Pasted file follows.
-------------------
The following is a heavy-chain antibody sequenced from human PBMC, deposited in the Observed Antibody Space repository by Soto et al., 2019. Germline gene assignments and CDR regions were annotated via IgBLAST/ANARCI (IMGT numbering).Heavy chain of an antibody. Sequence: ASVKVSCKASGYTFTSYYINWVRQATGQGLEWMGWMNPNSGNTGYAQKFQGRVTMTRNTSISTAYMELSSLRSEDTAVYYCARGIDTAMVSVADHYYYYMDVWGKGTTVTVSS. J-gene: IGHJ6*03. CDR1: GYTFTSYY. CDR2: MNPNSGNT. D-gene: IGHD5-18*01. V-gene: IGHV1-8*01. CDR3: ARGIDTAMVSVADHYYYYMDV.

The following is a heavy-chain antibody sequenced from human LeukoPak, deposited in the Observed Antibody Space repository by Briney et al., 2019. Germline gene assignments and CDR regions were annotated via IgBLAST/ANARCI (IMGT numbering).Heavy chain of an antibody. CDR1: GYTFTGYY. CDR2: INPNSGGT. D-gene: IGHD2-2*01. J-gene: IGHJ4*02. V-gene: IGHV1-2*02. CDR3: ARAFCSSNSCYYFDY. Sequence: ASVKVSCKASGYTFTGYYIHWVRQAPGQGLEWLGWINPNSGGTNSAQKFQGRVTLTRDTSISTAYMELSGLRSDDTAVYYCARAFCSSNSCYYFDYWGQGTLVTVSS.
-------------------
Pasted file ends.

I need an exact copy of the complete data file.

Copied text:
The following is a heavy-chain antibody sequenced from human PBMC, deposited in the Observed Antibody Space repository by Soto et al., 2019. Germline gene assignments and CDR regions were annotated via IgBLAST/ANARCI (IMGT numbering).Heavy chain of an antibody. Sequence: ASVKVSCKASGYTFTSYYINWVRQATGQGLEWMGWMNPNSGNTGYAQKFQGRVTMTRNTSISTAYMELSSLRSEDTAVYYCARGIDTAMVSVADHYYYYMDVWGKGTTVTVSS. J-gene: IGHJ6*03. CDR1: GYTFTSYY. CDR2: MNPNSGNT. D-gene: IGHD5-18*01. V-gene: IGHV1-8*01. CDR3: ARGIDTAMVSVADHYYYYMDV.

The following is a heavy-chain antibody sequenced from human LeukoPak, deposited in the Observed Antibody Space repository by Briney et al., 2019. Germline gene assignments and CDR regions were annotated via IgBLAST/ANARCI (IMGT numbering).Heavy chain of an antibody. CDR1: GYTFTGYY. CDR2: INPNSGGT. D-gene: IGHD2-2*01. J-gene: IGHJ4*02. V-gene: IGHV1-2*02. CDR3: ARAFCSSNSCYYFDY. Sequence: ASVKVSCKASGYTFTGYYIHWVRQAPGQGLEWLGWINPNSGGTNSAQKFQGRVTLTRDTSISTAYMELSGLRSDDTAVYYCARAFCSSNSCYYFDYWGQGTLVTVSS.